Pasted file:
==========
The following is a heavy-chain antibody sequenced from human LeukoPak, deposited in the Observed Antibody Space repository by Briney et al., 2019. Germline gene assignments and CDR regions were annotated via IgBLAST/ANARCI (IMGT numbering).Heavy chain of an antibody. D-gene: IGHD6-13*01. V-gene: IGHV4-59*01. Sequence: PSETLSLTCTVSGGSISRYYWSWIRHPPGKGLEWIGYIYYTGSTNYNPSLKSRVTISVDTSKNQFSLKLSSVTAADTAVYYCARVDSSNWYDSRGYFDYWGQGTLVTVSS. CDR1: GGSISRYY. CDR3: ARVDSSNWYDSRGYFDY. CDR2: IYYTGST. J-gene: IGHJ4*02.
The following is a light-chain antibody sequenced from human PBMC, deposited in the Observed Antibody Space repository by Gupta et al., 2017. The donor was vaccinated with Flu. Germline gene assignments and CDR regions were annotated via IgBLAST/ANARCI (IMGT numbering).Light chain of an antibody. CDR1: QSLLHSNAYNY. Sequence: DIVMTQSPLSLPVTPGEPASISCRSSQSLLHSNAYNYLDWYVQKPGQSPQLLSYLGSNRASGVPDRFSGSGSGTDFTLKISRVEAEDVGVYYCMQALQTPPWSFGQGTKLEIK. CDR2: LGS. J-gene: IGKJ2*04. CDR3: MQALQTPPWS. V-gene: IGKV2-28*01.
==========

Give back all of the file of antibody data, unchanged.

The following is a heavy-chain antibody sequenced from human LeukoPak, deposited in the Observed Antibody Space repository by Briney et al., 2019. Germline gene assignments and CDR regions were annotated via IgBLAST/ANARCI (IMGT numbering).Heavy chain of an antibody. D-gene: IGHD6-13*01. V-gene: IGHV4-59*01. Sequence: PSETLSLTCTVSGGSISRYYWSWIRHPPGKGLEWIGYIYYTGSTNYNPSLKSRVTISVDTSKNQFSLKLSSVTAADTAVYYCARVDSSNWYDSRGYFDYWGQGTLVTVSS. CDR1: GGSISRYY. CDR3: ARVDSSNWYDSRGYFDY. CDR2: IYYTGST. J-gene: IGHJ4*02.
The following is a light-chain antibody sequenced from human PBMC, deposited in the Observed Antibody Space repository by Gupta et al., 2017. The donor was vaccinated with Flu. Germline gene assignments and CDR regions were annotated via IgBLAST/ANARCI (IMGT numbering).Light chain of an antibody. CDR1: QSLLHSNAYNY. Sequence: DIVMTQSPLSLPVTPGEPASISCRSSQSLLHSNAYNYLDWYVQKPGQSPQLLSYLGSNRASGVPDRFSGSGSGTDFTLKISRVEAEDVGVYYCMQALQTPPWSFGQGTKLEIK. CDR2: LGS. J-gene: IGKJ2*04. CDR3: MQALQTPPWS. V-gene: IGKV2-28*01.